Mesa's Buckhorn Baths Motel is no stranger to historic and endangered lists. But this time, it's topped a new one - as the No. 1 pick on the Ten Most Endangered Roadside Places list released this week by the Society for Commercial Archeology, a national preservation organization based in Wisconsin.
The roadside motel is credited for attracting the New York Giants to the Valley in the 1940s to relax and recuperate in its hot mineral spring baths. Its owner, 103-year-old Alice Sliger, along with her late husband, Ted Sliger, expanded their service station in 1939 into a motel resort complete with bathhouses and casitas. She had to close the place for health reasons in 1999.
But the 10-acre site with mature landscaping, a popular rest stop for Main Street travelers before U.S. 60 was built, still draws the eyes of preservationists who believe it's a one-of-a-kind representation of Americana, a quintessential example of roadside lodging architecture at the height of the highway system being developed in the United States. Its monumental sign, they say, is reflective of the era in which people driving by would see the bright neon sign off the highway and stop by.
"It's a fascinating multicomponent motel resort, not just any roadside motel," said architectural historian John Murphey, board member of Society for Commercial Archeology.
Murphey said besides the architectural uniqueness, a key reason the Baths stood first on the list was the cultural and historical significance of helping establish spring training in Arizona.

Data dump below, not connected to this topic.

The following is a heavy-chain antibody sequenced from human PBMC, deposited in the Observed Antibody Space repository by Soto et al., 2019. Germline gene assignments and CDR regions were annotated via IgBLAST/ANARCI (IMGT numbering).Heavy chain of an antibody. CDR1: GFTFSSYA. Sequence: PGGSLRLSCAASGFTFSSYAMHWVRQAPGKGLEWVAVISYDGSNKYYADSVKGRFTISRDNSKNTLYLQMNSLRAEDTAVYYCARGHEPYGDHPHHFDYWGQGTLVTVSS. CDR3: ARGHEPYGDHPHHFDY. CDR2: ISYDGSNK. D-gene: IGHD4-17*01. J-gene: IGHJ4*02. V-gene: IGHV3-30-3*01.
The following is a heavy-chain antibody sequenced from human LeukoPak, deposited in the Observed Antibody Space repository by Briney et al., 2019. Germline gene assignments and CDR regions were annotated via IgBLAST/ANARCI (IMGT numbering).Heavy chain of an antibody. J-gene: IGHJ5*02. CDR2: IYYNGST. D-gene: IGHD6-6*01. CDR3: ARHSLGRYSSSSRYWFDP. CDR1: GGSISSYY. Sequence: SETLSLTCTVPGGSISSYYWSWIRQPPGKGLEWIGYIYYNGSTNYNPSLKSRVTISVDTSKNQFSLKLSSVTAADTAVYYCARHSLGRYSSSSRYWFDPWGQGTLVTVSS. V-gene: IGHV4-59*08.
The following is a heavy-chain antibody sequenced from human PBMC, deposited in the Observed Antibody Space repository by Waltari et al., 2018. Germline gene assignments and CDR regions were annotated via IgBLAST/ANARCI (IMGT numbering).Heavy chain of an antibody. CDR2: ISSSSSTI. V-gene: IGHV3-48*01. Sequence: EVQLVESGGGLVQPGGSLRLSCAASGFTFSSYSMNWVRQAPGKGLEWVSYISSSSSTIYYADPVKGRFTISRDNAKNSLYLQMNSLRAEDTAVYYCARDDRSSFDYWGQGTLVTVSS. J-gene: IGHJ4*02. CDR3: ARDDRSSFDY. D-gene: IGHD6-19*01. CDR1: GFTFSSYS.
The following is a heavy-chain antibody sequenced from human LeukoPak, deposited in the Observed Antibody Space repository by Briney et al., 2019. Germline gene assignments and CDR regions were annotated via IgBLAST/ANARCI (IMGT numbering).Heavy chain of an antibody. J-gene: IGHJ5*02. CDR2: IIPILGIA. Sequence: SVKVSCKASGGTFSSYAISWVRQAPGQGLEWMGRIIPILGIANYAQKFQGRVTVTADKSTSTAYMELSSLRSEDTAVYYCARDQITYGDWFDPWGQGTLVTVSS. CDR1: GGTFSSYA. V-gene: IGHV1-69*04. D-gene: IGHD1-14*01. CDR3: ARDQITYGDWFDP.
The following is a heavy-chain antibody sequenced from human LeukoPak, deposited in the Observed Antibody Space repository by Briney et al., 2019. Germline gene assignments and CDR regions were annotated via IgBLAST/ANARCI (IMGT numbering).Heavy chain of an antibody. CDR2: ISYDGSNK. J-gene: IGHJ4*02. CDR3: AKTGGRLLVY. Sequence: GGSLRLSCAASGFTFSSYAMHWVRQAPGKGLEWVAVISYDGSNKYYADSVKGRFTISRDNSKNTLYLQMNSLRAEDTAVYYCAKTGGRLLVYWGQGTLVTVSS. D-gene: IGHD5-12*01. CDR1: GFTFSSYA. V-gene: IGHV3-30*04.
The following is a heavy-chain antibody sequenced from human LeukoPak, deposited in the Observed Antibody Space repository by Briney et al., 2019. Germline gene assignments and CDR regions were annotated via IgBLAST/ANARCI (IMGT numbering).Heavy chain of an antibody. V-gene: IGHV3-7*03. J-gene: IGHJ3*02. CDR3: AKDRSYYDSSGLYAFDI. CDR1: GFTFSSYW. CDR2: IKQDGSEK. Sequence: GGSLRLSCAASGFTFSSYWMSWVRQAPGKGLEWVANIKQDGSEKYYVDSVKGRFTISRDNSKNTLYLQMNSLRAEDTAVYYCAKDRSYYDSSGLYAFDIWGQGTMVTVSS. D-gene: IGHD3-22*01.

The story goes that Giants owner Horace Stoneham brought the players to the Buckhorn who so enjoyed the warm, relaxing bath, that he decided to make the state their spring training base. There's no dearth of baseball stars who've soaked in the water, from Gaylord Perry to Ty Cobb.
In fact, said Vic Linoff, chairman of the Mesa Historical Society, Stoneham would bring his star players a week early for practice and they would enjoy therapeutic sessions at the motel.
The motel was also home to Ted Sliger's huge taxidermy collection, which Alice Sliger has indicated she would like to see transferred to a local museum. Buckhorn also reflected the owners' personal style, with a wall at a corner of the property made of a stone used by Native Americans to grind corn.
The site, on Main Street and Recker Road in east Mesa, made the National Register of Historic Places in 2005 and was listed among the 2007 list of Arizona's Most Endangered Historic Places.
The property's up for sale and is considered endangered also because it's valuable for commercial redevelopment.
"That place is very valuable to tear it down and put up a Walmart or K-Mart instead of a mineral spa," said Vince Murray, historian at Arizona Historical Research. Murray hopes that being on these lists could help keep some semblance of this "icon on the highway" intact for future generations, perhaps as a retro hotel, like what has been done with the Valley Ho in Scottsdale.
"The idea of being on an endangered list is to bring visibility up for a site that potentially could be torn down," Murray said. "Unless the public is aware of them, the chances are we'll lose them to commercial development."
Murphey said the organization's initial focus used to be to research and document historic roadside attractions, but because of the "rapid" loss of such sites, it decided to come up with an endangered list to draw attention to those sites and passionate and benevolent people who'd want to preserve them in some form.